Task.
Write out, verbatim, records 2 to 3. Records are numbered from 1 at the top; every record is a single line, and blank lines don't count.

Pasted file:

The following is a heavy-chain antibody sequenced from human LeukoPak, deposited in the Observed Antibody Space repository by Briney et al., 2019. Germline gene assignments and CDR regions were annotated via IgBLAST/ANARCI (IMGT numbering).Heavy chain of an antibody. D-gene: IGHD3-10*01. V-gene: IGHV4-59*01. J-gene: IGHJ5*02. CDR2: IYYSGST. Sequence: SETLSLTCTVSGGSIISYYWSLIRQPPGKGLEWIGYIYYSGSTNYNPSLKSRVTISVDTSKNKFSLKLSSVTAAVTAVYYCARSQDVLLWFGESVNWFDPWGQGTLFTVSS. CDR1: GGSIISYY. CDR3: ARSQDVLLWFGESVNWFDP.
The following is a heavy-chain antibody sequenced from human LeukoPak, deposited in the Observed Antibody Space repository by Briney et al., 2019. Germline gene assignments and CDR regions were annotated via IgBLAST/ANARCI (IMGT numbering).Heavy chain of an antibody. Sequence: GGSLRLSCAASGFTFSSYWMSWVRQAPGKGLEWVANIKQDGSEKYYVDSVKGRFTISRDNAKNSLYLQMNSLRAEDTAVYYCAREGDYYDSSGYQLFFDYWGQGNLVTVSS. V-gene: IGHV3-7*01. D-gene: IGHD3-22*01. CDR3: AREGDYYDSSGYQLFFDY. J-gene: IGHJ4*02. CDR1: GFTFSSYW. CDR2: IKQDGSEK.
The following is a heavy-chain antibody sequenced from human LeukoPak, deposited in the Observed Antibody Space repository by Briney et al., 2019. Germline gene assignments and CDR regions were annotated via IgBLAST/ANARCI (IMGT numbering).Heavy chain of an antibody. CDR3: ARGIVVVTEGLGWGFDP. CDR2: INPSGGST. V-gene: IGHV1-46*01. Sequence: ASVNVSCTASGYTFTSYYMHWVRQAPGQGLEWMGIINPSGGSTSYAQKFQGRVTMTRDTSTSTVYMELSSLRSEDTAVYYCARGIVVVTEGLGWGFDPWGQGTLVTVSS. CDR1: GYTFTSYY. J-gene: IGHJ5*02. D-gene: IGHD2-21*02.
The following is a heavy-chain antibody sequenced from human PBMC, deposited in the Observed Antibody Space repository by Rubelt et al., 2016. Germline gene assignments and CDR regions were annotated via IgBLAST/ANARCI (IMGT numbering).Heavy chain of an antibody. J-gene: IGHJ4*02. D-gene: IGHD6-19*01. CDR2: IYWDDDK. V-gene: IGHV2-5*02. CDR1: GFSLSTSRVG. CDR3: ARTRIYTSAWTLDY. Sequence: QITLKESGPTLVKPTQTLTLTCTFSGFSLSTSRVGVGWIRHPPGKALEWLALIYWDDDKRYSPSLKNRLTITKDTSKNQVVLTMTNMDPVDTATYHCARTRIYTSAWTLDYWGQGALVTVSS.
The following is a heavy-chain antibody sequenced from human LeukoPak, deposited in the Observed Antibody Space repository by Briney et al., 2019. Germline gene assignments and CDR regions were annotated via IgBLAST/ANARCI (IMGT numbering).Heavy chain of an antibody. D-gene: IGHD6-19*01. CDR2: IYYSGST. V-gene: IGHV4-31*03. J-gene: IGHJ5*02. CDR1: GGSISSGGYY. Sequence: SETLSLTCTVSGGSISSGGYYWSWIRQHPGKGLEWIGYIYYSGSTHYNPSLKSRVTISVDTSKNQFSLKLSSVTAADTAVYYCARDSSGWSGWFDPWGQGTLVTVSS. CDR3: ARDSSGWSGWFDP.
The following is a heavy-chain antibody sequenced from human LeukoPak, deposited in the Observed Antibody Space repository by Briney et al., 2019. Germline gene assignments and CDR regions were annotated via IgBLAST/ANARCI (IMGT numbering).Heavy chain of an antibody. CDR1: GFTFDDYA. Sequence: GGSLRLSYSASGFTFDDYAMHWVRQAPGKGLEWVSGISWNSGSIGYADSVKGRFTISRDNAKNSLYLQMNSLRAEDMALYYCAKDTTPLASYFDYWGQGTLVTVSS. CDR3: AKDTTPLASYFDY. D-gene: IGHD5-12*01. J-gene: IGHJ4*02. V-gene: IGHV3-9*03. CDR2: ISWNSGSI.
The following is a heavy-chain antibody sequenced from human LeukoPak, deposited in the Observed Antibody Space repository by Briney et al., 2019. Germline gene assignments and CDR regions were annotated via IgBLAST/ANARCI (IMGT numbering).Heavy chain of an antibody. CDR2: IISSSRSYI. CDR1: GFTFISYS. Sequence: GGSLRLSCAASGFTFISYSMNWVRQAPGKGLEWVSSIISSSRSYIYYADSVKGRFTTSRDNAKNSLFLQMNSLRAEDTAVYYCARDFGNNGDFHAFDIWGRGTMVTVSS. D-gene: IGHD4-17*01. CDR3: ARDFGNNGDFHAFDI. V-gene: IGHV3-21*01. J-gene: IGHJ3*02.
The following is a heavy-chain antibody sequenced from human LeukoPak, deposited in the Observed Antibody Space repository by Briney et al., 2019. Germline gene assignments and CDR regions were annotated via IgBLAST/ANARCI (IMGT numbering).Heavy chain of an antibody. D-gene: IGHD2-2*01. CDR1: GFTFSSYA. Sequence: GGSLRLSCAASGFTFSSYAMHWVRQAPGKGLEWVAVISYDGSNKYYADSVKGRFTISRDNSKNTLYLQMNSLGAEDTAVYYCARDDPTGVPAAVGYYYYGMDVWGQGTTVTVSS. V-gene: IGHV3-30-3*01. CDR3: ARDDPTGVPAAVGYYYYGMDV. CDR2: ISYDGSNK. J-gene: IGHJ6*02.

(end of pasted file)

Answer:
The following is a heavy-chain antibody sequenced from human LeukoPak, deposited in the Observed Antibody Space repository by Briney et al., 2019. Germline gene assignments and CDR regions were annotated via IgBLAST/ANARCI (IMGT numbering).Heavy chain of an antibody. Sequence: GGSLRLSCAASGFTFSSYWMSWVRQAPGKGLEWVANIKQDGSEKYYVDSVKGRFTISRDNAKNSLYLQMNSLRAEDTAVYYCAREGDYYDSSGYQLFFDYWGQGNLVTVSS. V-gene: IGHV3-7*01. D-gene: IGHD3-22*01. CDR3: AREGDYYDSSGYQLFFDY. J-gene: IGHJ4*02. CDR1: GFTFSSYW. CDR2: IKQDGSEK.
The following is a heavy-chain antibody sequenced from human LeukoPak, deposited in the Observed Antibody Space repository by Briney et al., 2019. Germline gene assignments and CDR regions were annotated via IgBLAST/ANARCI (IMGT numbering).Heavy chain of an antibody. CDR3: ARGIVVVTEGLGWGFDP. CDR2: INPSGGST. V-gene: IGHV1-46*01. Sequence: ASVNVSCTASGYTFTSYYMHWVRQAPGQGLEWMGIINPSGGSTSYAQKFQGRVTMTRDTSTSTVYMELSSLRSEDTAVYYCARGIVVVTEGLGWGFDPWGQGTLVTVSS. CDR1: GYTFTSYY. J-gene: IGHJ5*02. D-gene: IGHD2-21*02.